This is the time to take the Rules Test and become an USAWA Certified Official!

FULL MEET RESULTS:

2009 Delaware Valley Open Postal Meet
September 1st – 30th, 2009

Meet Director:   John Wilmot

Lifts:  Bench Press Feet in Air, Squat 12″ Base, Deadlift Heels Together

Lifter and Certified Official/Officials:
Kari Landis – John Monk
John Monk, Jr. – No Certified Official
Denny Habecker – No Certified Official
Dennis Vandermark – John Monk
John Wilmot – No Certified Official
Bill Crozier – No Certified Official
Nate Shelly – No Certified Official

Results:

Lifter Age BWT Class Bench Squat Deadlift Total Points
Kari Landis
27 175 80 95 100 225 420 405.85
John Monk, Jr.
43 175.5 80 280 390 425 1095 1098.83
Denny Habecker
66 190 90 176 222 281 679 793.77
Dennis Vandermark
56 205 95 210 250 290 750 773.78
John Wilmot
62 210 100 150 225 325 700 749.07
Bill Crozier
72 224 105 160 210 260 630 704.25
Nate Shelly -extra lifter
20
154
70
215 275 300 790 827.13


BWT – bodyweight in pounds
Points are bodyweight and age adjusted.

Best Lifters:    Women – Kari Landis   Men – John Monk, Jr.

WHERE’S THE BEEF? At Future USAWA meets!

by John McKean

John McKean and Ernie "Beef" Beath

His online handle is “Beef” and at 6’2″ and 390 pounds, big Ernie Beath sure fits the billing! The polite and pleasant 28-year-old strongman from Cambridge, Maryland, and I started e-mailing sometime back, and I was simply astounded over his reported training poundages. It was only natural that the pressing variations he favors be verified for the world by doing them in sanctioned USAWA events, and he was most anxious to acquire official verification. So Ernie traveled over to Ambridge for Art’s annual Birthday Bash Record Day, and wasted no time doing a perfect world record rack push press with 381 pounds. It was so easy that we talked him into a 401 pound attempt, which was almost locked out, perhaps simply a victim of first meet jitters! But he’ll try over 400 at our December 6 meet (We’d like a big turnout guys!!! Come on over!) and will take a shot at a huge JERK from the rack, where’s his gym best is over 450!!

Ernie is a home trainee, and has developed his training concepts almost entirely on his own. He found out early on that he could make best strength gains with heavy singles, so goes almost to top limits on a variety of lifts (2 or 3 per session, 4 times per week on average) every workout. He really enjoys pushing big weights overhead, doing things like the above mentioned presses & jerks from the rack, clean & press behind the neck, and even strict presses while seated flat on the floor. However, he’s not too keen on flat benches or lying down to lift, ever since a training accident with 700 pounds in the partial close grip bench press cost him an eye (after the hospitalization, he bounced right back to the heavy lifting that means so much to him!).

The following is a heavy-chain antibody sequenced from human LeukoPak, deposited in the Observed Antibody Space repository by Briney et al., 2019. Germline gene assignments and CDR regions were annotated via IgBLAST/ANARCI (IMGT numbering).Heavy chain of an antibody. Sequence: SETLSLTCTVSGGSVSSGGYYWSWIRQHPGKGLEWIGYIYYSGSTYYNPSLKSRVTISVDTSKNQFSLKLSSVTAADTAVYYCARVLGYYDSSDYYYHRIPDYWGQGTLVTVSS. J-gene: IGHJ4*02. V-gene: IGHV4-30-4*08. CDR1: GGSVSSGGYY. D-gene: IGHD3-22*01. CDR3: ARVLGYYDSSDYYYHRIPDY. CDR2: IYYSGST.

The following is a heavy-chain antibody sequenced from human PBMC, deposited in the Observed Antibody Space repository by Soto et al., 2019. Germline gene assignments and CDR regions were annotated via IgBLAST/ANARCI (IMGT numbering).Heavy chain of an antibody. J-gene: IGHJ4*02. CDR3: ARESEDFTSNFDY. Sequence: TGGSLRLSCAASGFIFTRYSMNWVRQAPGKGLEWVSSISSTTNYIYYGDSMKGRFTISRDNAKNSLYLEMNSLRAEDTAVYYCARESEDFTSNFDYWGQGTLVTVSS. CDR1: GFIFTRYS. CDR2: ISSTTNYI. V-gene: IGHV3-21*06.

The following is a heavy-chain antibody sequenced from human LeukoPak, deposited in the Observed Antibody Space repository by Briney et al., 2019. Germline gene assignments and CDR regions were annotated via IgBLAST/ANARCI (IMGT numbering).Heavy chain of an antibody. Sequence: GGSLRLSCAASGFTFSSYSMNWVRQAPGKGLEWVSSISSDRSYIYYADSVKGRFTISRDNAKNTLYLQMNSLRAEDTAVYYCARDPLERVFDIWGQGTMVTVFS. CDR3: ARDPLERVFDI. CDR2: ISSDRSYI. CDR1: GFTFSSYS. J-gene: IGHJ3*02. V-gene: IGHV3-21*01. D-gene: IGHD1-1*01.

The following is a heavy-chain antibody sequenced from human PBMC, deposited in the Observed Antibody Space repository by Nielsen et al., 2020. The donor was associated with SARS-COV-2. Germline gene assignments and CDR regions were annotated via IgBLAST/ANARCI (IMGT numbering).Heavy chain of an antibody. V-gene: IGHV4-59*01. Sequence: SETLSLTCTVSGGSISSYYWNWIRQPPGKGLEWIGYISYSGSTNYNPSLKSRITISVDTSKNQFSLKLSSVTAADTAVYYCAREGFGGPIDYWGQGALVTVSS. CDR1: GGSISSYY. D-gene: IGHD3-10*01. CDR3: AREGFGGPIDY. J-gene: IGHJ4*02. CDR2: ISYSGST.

Ernie Beath and a 381 pound Push Press from Rack

A true all-rounder, Ernie has always done “variations” from standard lifts, even without knowing about us in the USAWA, such as Zerchers, squats with the bar held overhead in snatch position, various close stance deadlift forms, and high pulls/continental types. An unusual move that both Ernie and I are trying to get established as an official IAWA lift is the bent over row in both strict and “power” forms. The Beefster hauls in over 500 pounds in this back strengthening, total body movement. Again he relegates this typical bodybuilding exercise away from its normal roots by pulling exclusively with heavy singles!

Another unique aspect of Ernie’s training is his use of heavy chains over the barbell. Quite often, for jerks, presses, and front squats he’ll place a 60 pound chain over each end of the bar. And on “good” days he has a pair of 100# chains! Of course the lifts start with lesser weight, with much of the chain linkage on the ground, but by lift’s end, ALL that unwieldy weight comes together! Ernie claims a regular 400# jerk with a barbell, for example, seems so easy and balanced in comparison to one with his heavy, awkward chains!!

We are fortunate to be witnessing just the beginning from this youthful behemoth ! A most welcome newcomer to our USAWA fraternity, I’m sure Ernie’s name will soon be all over the record book!

My Interview with Frank Ciavattone – Part 3

by Al Myers

Frank Ciavattone has done a Neck Lift with 808 pounds!!

Al: What have been your favorite All-Round lifts? What records have you set that you are most proud of?

Frank: My favorite lifts were the three Ciavattone lifts, One hand deadlift and the Necklift. They all seemed natural for me. As for records, my favorite’s are one arm Hacklift right hand 402 1/5 lb’s, one arm Deadlift right hand 562 1/5 lbs, one arm Ciavattone lift right hand 331 lbs, Neck lift 808 lbs, Hand and thigh 1610 lbs, and a Hip lift of 2515 lbs.

Al: What advice do you have for new All-Round lifters?